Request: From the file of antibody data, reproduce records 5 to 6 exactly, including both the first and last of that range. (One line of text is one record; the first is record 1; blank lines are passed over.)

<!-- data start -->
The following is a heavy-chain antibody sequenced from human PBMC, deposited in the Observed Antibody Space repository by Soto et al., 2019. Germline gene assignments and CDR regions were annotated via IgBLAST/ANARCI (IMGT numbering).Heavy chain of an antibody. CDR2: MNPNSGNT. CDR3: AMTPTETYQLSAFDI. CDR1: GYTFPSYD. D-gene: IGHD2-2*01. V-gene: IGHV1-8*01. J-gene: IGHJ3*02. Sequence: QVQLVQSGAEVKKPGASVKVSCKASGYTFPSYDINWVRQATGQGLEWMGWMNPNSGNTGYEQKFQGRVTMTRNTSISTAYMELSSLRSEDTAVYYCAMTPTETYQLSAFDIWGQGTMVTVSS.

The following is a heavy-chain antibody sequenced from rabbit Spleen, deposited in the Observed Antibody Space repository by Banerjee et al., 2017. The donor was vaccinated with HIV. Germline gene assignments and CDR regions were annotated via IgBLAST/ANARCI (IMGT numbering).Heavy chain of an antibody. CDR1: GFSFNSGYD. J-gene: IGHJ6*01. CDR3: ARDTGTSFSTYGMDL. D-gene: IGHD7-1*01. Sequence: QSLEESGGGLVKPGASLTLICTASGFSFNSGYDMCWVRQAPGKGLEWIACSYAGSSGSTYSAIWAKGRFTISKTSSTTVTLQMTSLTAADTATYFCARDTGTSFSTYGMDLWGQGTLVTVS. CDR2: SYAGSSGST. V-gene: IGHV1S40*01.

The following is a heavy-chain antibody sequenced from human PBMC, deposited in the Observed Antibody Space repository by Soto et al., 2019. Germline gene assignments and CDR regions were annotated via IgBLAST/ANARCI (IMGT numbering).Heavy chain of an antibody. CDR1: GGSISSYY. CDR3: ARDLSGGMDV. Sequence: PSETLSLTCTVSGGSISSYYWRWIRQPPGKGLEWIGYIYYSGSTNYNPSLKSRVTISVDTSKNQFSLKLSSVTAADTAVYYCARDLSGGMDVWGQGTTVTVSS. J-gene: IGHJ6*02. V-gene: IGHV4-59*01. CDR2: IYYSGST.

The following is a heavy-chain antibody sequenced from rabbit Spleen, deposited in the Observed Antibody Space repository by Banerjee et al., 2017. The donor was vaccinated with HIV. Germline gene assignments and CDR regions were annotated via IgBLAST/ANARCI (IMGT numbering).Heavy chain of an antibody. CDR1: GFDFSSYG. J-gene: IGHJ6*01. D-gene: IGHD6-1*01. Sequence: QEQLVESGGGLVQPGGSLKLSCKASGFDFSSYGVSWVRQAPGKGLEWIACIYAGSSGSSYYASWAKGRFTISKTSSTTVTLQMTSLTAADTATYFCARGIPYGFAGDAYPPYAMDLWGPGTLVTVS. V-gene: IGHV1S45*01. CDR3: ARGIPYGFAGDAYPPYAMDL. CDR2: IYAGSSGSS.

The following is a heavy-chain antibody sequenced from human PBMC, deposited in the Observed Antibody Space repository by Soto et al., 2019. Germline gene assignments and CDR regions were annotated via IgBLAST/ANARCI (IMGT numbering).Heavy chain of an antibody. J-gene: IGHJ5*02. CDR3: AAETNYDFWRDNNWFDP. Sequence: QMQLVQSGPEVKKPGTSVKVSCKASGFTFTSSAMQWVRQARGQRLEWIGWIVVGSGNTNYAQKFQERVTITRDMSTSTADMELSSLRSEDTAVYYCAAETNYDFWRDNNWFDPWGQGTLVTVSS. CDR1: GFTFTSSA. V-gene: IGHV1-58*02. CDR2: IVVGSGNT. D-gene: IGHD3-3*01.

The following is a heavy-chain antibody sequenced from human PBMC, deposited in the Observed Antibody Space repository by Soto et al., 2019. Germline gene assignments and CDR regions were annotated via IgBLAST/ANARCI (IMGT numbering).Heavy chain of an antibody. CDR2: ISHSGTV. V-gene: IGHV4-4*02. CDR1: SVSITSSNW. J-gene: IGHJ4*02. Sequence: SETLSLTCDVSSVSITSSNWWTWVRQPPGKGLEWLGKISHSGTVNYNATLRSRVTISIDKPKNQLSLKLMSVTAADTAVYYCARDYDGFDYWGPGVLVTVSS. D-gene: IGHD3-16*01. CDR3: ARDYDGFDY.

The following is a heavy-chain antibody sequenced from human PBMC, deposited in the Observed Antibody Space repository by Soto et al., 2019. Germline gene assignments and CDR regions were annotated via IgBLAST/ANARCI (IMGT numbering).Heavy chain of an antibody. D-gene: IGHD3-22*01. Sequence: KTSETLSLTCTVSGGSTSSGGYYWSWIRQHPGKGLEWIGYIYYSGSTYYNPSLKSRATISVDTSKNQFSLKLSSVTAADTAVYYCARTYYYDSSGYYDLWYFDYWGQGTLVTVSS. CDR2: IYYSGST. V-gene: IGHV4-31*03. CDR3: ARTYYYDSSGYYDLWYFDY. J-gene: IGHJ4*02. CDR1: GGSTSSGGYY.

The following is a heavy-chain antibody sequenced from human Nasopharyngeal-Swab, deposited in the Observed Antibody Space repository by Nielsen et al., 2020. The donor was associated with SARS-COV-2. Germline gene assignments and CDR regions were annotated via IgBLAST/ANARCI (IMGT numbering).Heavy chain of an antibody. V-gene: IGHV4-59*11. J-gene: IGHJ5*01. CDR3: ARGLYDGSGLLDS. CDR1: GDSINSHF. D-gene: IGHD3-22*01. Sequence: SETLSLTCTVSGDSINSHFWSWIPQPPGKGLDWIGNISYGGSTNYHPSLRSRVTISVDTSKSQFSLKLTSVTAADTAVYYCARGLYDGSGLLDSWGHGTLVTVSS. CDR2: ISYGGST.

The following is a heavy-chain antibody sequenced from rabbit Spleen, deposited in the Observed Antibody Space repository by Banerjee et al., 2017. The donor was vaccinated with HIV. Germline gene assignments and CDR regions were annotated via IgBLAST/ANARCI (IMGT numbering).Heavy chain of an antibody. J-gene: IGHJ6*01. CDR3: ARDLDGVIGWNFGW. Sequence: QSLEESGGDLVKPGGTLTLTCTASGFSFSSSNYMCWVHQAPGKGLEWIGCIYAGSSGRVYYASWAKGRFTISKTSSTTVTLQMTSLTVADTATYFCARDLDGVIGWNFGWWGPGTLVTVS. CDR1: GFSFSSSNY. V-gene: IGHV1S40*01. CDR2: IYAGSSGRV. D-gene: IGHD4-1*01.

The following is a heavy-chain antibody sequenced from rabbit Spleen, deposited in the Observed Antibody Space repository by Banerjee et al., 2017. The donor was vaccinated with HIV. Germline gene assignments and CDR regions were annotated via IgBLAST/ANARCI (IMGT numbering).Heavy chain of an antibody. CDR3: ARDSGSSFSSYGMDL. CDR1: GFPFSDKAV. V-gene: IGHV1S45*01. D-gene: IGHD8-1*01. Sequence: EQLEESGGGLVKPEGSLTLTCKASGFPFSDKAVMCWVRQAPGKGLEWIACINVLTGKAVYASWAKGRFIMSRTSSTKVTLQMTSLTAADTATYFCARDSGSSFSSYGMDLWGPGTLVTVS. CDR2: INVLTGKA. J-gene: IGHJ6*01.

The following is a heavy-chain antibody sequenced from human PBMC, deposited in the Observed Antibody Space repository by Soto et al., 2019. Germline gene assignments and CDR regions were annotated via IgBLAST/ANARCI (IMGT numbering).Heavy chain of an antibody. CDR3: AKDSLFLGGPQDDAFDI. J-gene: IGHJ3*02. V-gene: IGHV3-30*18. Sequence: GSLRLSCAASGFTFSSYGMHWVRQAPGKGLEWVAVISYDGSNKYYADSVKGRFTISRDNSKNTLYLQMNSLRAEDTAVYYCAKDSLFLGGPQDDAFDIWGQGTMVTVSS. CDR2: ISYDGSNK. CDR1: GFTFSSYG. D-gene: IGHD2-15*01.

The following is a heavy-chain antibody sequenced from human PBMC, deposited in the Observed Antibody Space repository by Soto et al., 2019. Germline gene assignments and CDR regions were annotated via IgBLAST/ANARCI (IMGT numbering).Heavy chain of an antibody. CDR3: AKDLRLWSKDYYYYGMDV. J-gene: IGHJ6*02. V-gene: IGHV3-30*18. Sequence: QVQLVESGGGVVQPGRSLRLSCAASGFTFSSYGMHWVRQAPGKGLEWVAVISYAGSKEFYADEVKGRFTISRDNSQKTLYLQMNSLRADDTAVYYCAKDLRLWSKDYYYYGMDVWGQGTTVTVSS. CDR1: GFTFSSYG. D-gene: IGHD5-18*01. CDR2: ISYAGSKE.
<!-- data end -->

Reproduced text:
The following is a heavy-chain antibody sequenced from human PBMC, deposited in the Observed Antibody Space repository by Soto et al., 2019. Germline gene assignments and CDR regions were annotated via IgBLAST/ANARCI (IMGT numbering).Heavy chain of an antibody. J-gene: IGHJ5*02. CDR3: AAETNYDFWRDNNWFDP. Sequence: QMQLVQSGPEVKKPGTSVKVSCKASGFTFTSSAMQWVRQARGQRLEWIGWIVVGSGNTNYAQKFQERVTITRDMSTSTADMELSSLRSEDTAVYYCAAETNYDFWRDNNWFDPWGQGTLVTVSS. CDR1: GFTFTSSA. V-gene: IGHV1-58*02. CDR2: IVVGSGNT. D-gene: IGHD3-3*01.

The following is a heavy-chain antibody sequenced from human PBMC, deposited in the Observed Antibody Space repository by Soto et al., 2019. Germline gene assignments and CDR regions were annotated via IgBLAST/ANARCI (IMGT numbering).Heavy chain of an antibody. CDR2: ISHSGTV. V-gene: IGHV4-4*02. CDR1: SVSITSSNW. J-gene: IGHJ4*02. Sequence: SETLSLTCDVSSVSITSSNWWTWVRQPPGKGLEWLGKISHSGTVNYNATLRSRVTISIDKPKNQLSLKLMSVTAADTAVYYCARDYDGFDYWGPGVLVTVSS. D-gene: IGHD3-16*01. CDR3: ARDYDGFDY.